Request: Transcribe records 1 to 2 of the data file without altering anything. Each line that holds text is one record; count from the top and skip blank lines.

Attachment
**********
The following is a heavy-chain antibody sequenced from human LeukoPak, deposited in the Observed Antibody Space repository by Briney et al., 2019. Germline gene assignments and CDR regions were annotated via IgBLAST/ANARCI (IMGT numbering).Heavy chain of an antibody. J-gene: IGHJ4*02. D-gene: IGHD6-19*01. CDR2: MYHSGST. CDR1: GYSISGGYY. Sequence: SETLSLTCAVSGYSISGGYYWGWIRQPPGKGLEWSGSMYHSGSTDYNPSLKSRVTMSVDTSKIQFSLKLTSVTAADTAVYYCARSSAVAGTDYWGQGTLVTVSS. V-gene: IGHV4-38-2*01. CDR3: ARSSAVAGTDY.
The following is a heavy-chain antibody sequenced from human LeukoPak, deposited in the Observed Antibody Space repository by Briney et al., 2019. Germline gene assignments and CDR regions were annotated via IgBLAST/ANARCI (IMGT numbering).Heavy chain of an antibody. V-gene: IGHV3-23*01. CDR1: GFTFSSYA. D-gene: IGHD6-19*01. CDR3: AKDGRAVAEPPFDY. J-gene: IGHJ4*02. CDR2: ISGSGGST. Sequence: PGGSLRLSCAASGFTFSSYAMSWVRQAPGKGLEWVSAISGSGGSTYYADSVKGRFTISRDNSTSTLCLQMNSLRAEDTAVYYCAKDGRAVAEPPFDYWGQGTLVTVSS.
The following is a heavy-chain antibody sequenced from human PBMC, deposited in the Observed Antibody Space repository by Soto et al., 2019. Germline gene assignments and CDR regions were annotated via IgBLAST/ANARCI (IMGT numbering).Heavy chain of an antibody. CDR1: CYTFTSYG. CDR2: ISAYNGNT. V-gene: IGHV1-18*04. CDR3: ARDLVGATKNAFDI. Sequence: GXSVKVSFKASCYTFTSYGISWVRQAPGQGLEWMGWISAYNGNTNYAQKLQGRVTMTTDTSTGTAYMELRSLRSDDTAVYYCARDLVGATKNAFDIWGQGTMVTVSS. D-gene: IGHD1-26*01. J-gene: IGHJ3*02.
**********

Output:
The following is a heavy-chain antibody sequenced from human LeukoPak, deposited in the Observed Antibody Space repository by Briney et al., 2019. Germline gene assignments and CDR regions were annotated via IgBLAST/ANARCI (IMGT numbering).Heavy chain of an antibody. J-gene: IGHJ4*02. D-gene: IGHD6-19*01. CDR2: MYHSGST. CDR1: GYSISGGYY. Sequence: SETLSLTCAVSGYSISGGYYWGWIRQPPGKGLEWSGSMYHSGSTDYNPSLKSRVTMSVDTSKIQFSLKLTSVTAADTAVYYCARSSAVAGTDYWGQGTLVTVSS. V-gene: IGHV4-38-2*01. CDR3: ARSSAVAGTDY.
The following is a heavy-chain antibody sequenced from human LeukoPak, deposited in the Observed Antibody Space repository by Briney et al., 2019. Germline gene assignments and CDR regions were annotated via IgBLAST/ANARCI (IMGT numbering).Heavy chain of an antibody. V-gene: IGHV3-23*01. CDR1: GFTFSSYA. D-gene: IGHD6-19*01. CDR3: AKDGRAVAEPPFDY. J-gene: IGHJ4*02. CDR2: ISGSGGST. Sequence: PGGSLRLSCAASGFTFSSYAMSWVRQAPGKGLEWVSAISGSGGSTYYADSVKGRFTISRDNSTSTLCLQMNSLRAEDTAVYYCAKDGRAVAEPPFDYWGQGTLVTVSS.